• Topic: Economics, International Political Economy
  • Political Geography: Russia
  • Publication Date: 12-1999
  • Content Type: Policy Brief
  • Institution: The Organisation for Economic Co-operation and Development
  • Abstract: The euro came into being under mixed auspices. On the one hand, convergence efforts in the run-up to monetary union, particularly in the fiscal area, had helped bring inflation and interest rates down to historically low levels. On the other hand, growth, which had only just started to recover in earnest after several disappointing years, was slowing down in the wake of a series of emerging market crises. The macroeconomic policy mix prevailing in 1999 combined monetary easing and modest fiscal consolidation. It contributed to sustain domestic demand, limiting the extent of the deceleration. With a brightening external environment, growth picked up vigorously in the second half of the year. In hindsight, the new regime's début is commendable, especially when recalling the gloomy predictions of some sceptics and taking into account that this first year has been a period of learning-by-doing for all agents. Major challenges lie ahead, however, both as regards long-run fiscal sustainability in the face of population ageing and as regards market structures. The policy tradeoffs facing European policymakers are harsher in some important ways than those confronting their counterparts across the Atlantic, because of deeply ingrained labour and product market rigidities. Those are being addressed in various ways, and tangible progress is being made. Nonetheless, reform efforts should be stepped up to raise economic performance significantly above the record of the 1990s.
  • Topic: Economics
  • Political Geography: Europe
  • Publication Date: 12-1999
  • Content Type: Policy Brief
  • Institution: The Organisation for Economic Co-operation and Development
  • Abstract: Globalisation has become a key force of change in all OECD countries. It is making our economies more open, bringing new opportunities, new markets and new wealth. But it also demands more rapid adjustment to change. The accomplishment of strategic restructuring is often required, so that workers are not displaced or excluded from the labour market and so that no localities are left to lag behind or decline. In the new economic environment, policy-makers must help build dynamic and flexible regions and cities. They must assist the transition from individual closed local economic systems to a new, open global system. To do this, it is important to “think globally and act locally”.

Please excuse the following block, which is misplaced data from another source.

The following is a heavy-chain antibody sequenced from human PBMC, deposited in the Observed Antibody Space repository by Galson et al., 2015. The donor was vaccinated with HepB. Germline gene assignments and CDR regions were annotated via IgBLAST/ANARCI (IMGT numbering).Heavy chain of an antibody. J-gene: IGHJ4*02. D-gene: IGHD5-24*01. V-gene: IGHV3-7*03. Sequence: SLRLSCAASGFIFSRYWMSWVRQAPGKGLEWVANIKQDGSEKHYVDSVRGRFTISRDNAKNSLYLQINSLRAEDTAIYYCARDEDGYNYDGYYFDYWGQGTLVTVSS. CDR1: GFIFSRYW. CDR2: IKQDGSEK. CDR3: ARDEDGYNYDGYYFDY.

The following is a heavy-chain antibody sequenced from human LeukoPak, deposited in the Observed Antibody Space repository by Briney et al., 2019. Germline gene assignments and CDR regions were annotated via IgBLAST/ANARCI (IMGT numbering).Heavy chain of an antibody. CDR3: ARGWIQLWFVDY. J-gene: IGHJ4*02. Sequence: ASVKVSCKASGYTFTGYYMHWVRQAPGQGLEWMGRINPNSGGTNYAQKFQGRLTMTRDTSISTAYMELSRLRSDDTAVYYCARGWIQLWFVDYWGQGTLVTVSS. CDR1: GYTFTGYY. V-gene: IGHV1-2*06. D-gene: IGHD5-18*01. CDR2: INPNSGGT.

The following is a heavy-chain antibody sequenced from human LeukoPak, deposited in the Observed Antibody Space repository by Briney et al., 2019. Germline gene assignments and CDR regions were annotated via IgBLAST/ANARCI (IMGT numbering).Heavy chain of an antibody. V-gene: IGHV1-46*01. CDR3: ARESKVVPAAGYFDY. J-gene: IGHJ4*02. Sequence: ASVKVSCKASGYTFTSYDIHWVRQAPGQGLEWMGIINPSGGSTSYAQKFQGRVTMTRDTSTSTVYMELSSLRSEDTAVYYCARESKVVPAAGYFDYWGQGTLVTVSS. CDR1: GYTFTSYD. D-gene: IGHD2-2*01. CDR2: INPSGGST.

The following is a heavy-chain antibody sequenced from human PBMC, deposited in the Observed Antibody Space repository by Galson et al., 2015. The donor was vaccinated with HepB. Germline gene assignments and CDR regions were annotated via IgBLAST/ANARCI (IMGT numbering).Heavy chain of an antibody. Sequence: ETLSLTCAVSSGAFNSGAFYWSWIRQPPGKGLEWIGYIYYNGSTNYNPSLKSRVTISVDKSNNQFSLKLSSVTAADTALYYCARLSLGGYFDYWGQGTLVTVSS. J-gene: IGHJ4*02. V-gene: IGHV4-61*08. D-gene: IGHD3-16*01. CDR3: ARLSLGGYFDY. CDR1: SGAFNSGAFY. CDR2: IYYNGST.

• Topic: Development, Economics, Globalization, Government
  • Publication Date: 12-1999
  • Content Type: Policy Brief
  • Institution: The Organisation for Economic Co-operation and Development
  • Abstract: The new government has set itself the ambitious tasks of lowering unemployment, modernising the economy and the social system, and securing the long term viability of the budget and the health and pension systems. Ecological goals have been given equal prominence in order to ensure the environmental sustainability of economic development. In some fields there has been progress. However, the fiscal package needs to be fully implemented to put public finances on a sustainable path and to create a tax regime that is more business friendly. These policies should be underpinned by structural reforms that strengthen future growth prospects. Such policies can benefit both macroeconomic performance and future fiscal outcomes. While short-term growth prospects are already improving, unemployment remains a major problem. With respect to its strategy for reducing unemployment, the government is seeking to obtain consensus, inter-alia on an employmentfriendly wage policy, via round-table talks with the social partners. It is important that a consistent set of policy instruments emerge that establish clear links between policies and ultimate policy goals. For Germany to attain the employment, growth and environmental aims commensurate with its key position in the European economy, requires not only favourable macroeconomic conditions, including aggregate wage developments, but a policy emphasis which more effectively enhances labour-market flexibility, as well as structural reforms that strengthen individual initiative, economic choice and the role of competition. Since structural and macroeconomic policies tend to have synergies which make them mutually reinforcing, achieving a more flexible and dynamic use of resources will help to assure progress towards the country's social, budgetary, environmental and economic goals.
  • Topic: Economics
  • Political Geography: Europe, Germany
  • Publication Date: 12-1999
  • Content Type: Policy Brief
  • Institution: The Organisation for Economic Co-operation and Development